Nanda was interviewed by Charlotte, Aaliyah and Saph from the Normanton Park group.
Okay. Right. Do you have a favourite memory or something that sticks out of your mind?
Yes. When we used to come on the park, we used to bring picnics. The whole family used to come. And the other – lots of other families who were having picnics as well. So that’s what I remember is it’s been used as a picnic park. And obviously the swings were there.
Have you noticed any changes?
I’ve seen a lot of changes on this park. We don’t have as many – not sports days. We don’t have as many community fun days. The toilets have been closed… But I think it’s coming back. They are trying to change it. They are trying to revisit the park and make sure it’s, you know, accessible for everybody in the community so it’s more community-friendly for everybody to use.
Would you change anything?
Would I change anything? I don’t think I would change anything because I think that’s a part of the natural process of change that happens in our lives, so these things happen. But it’s important that we learn from them. It’s important that we take out the – keep the good bits and then try to bring those good bits back so that we can make the park our own park again. You know, it’s a community asset. It’s something we should be using. It’s there for future generations to use.
How long have you used this park, Nanda?
Over twenty years.
Nearly all your life then.
Nearly all my life, yeah! I’m only a young person, yes (laughter). It’s my big birthday coming up soon.
What was the first park you ever went to?
Where was it?
Do you have a favourite memory?
Yeah. I remember my dad teaching me to ride my bike, you know, learn to – my first bike. And I remember him sort of like pushing me up the hill and then us lot coming down there, because at Arboretum park it’s quite hilly. And I remember the brass bands on a Sunday. I remember really nice area where you were walking. There wasn’t as many facilities as we have on Arboretum park now and on Normanton Park. It was very basic, but it was very open plan. It was more again round picnics and kids riding their bikes and learning, you know, parents teaching their kids to ride their bikes. That’s what I remember.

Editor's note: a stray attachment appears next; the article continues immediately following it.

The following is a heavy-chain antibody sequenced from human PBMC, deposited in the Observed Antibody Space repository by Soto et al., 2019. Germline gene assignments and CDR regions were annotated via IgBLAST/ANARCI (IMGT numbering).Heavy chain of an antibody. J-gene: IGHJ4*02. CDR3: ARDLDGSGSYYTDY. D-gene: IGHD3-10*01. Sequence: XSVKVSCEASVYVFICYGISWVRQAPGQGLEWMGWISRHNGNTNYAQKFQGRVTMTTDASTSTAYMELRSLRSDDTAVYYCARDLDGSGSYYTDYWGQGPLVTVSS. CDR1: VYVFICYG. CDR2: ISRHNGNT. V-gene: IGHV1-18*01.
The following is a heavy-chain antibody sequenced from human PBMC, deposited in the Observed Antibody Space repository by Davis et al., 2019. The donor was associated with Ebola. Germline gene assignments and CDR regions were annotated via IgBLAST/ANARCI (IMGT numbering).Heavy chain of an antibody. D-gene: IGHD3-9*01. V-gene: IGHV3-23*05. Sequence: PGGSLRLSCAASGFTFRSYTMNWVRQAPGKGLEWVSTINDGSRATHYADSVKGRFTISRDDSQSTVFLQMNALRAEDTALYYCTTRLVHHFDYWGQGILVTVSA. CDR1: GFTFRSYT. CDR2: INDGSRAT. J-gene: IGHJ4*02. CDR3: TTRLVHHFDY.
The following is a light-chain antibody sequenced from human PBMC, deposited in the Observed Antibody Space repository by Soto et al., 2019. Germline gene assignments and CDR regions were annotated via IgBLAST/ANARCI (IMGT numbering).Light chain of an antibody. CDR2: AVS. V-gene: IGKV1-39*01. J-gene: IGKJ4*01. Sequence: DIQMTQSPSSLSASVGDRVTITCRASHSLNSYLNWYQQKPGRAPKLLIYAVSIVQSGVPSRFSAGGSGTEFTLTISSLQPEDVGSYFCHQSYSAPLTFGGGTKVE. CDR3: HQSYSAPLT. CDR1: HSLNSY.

And you know when you say you’ve been coming on this park for twenty years, was that the fun days, that brought you to the park?
That was part of it because I think in the summer everybody knew the co-op fun day would be happening. So it brought the whole community together.
So that was a big thing. Yeah.
Yes. And it’s also about information sharing, because it’s a good opportunity for people in the area to get to know, you know, different people who are in the area. Because they had stalls here and they were sharing their information.
And if this park disappeared tomorrow, does it mean anything to you? Yeah. I think, again, to me it’s a really important asset. It’s where our young people learn to play football. There’s facilities for sports, cricket, tennis. There’s facilities for young mums to bring their toddlers. It’s an open space to have some fresh air. It’s also – at the moment, we’ve got the older generation, especially with the Asian community, they’ve started their walking clubs, so it’s about keeping healthy. And if you have a look at the park, they’ve started marking down how much they’ve done. So they’ve done a 100 metres or 200 metres and so on. So that shows that this park can be used for so many – so diverse. And the community around it is so diverse. So I think it’s a really important asset to our community.